Posted By: buddhalite
Date Posted: Feb 07 2018 at 10:25pm
"Adkins outlined a number of tools and programs that other Ohio cities have utilized such as converting vacant properties into pocket parks or other neighborhood uses; flipping houses from the Butler County Land Bank to resell to a homeowner; in-fill new construction; housing for city/school professionals; maintenance assistance programs to assist elderly homeowners and other grant programs."

Sometimes you just gotta love Mr. Adkins.

1. Pocket parks.  Like we need more grass to cut.  Oh yeah, as bucktoothed as some neighborhoods have become and are becoming - just how many pocket parks are we gonna need?  A nice idea - but it fails in implementation and suitability.

2. Flipping houses to resell to a homeowner.  Seriously?  No one wants these houses to begin with....who's the newly created buyer now?  Furthermore - if the bottom-feeding landlords (the Sec8'ers and the BBrents and whatever else is out there now) don't see the value in taking these and making them something - where is the buyer that does?  Insanity.

3. Infill new construction.  If you are building a new home in Middletown today - are you building it in these neighborhoods?  I doubt it.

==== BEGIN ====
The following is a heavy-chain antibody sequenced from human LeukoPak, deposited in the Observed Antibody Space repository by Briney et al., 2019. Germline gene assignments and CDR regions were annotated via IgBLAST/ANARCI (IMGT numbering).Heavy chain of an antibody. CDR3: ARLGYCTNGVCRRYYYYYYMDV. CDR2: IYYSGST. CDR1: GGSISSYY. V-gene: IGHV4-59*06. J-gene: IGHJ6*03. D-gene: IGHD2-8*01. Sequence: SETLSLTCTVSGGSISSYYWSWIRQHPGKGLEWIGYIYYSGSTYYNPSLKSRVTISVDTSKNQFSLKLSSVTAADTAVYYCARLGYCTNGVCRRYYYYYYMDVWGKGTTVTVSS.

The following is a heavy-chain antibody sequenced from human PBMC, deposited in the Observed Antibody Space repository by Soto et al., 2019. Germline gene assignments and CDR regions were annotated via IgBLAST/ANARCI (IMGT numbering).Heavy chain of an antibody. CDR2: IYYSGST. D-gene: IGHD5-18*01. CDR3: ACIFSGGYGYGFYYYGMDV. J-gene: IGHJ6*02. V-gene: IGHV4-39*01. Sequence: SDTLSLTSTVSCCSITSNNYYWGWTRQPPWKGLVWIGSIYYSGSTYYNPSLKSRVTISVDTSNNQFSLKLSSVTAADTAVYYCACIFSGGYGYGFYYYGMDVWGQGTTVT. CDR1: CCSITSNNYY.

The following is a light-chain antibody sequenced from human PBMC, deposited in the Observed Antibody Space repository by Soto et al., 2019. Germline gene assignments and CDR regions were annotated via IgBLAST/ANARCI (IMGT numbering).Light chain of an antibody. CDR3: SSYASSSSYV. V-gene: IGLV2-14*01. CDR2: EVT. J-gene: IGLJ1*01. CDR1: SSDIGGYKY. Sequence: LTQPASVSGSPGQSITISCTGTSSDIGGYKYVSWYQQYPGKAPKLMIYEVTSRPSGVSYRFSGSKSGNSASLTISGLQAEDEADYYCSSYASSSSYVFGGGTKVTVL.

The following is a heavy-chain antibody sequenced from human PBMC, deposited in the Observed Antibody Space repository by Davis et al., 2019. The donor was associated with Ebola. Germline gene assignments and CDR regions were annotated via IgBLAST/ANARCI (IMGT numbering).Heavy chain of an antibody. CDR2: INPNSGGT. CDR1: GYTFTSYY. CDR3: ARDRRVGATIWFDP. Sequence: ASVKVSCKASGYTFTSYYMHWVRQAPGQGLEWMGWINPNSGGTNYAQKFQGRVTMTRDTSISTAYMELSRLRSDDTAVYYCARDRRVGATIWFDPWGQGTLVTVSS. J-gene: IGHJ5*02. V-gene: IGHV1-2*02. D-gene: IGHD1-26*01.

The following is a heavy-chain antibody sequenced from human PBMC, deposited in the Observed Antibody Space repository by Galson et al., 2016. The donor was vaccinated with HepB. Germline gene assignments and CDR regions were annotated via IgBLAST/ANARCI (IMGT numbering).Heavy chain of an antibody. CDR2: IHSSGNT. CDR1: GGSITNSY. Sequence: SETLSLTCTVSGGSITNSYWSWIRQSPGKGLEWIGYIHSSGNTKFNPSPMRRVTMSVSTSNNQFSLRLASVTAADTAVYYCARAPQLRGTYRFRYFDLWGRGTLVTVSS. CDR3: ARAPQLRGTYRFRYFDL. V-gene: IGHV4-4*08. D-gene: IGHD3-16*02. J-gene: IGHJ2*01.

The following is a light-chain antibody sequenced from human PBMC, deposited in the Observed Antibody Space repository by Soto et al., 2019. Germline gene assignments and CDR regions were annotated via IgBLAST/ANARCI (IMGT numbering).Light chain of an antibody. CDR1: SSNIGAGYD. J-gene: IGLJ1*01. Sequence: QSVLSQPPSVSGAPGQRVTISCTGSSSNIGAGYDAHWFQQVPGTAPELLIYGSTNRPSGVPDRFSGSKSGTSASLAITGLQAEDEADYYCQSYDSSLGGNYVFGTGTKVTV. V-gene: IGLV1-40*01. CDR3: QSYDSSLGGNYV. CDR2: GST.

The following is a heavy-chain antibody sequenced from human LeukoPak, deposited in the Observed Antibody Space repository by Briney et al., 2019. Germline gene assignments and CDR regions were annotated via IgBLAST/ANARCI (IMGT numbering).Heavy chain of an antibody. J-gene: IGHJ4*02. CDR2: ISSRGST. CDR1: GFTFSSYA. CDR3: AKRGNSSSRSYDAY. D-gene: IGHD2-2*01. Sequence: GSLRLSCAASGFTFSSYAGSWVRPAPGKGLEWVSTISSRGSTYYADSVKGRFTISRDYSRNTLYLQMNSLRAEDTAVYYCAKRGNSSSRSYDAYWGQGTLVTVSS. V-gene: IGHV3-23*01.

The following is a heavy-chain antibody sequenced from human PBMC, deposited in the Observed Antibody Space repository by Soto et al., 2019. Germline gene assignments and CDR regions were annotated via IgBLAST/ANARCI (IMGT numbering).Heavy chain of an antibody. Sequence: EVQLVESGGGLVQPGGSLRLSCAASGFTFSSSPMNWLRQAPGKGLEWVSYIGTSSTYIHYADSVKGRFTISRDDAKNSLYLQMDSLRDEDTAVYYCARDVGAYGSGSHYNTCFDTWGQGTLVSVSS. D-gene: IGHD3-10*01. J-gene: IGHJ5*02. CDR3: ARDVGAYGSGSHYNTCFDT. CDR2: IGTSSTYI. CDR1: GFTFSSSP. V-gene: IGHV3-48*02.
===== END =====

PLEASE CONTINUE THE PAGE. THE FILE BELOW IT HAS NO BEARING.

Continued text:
4. Elderly Maintenance.  Sure.  Is that really the issue?  Is our problem really that older folks can't keep up with their properties?  I drive through these neighborhoods and find that it's only the OLDER people who DO keep up with their properties!

5. Other grant programs.  There's not enough money in these funds to make the difference.

Of course, I've offered to help with these things - to help serve on any boards or whatever to help work through this mess - never taken up on it.

I'm sick of hearing that housing is this city's problem.  This city's problem is jobs.  Where there's a housing crisis - there's no jobs.  Want to fix housing - get people back to work.  

It works everywhere it is tried.  It'll work here too - but we'll never get there.  We can't even let a hospital expand their initial plans and hire more people and create a larger tax base here - we'll never get the other end of town back up and running.

"Every government intervention [in the marketplace] creates unintended consequences, which lead to calls for further government interventions." -Ludwig van Mises

Print Page | Close Window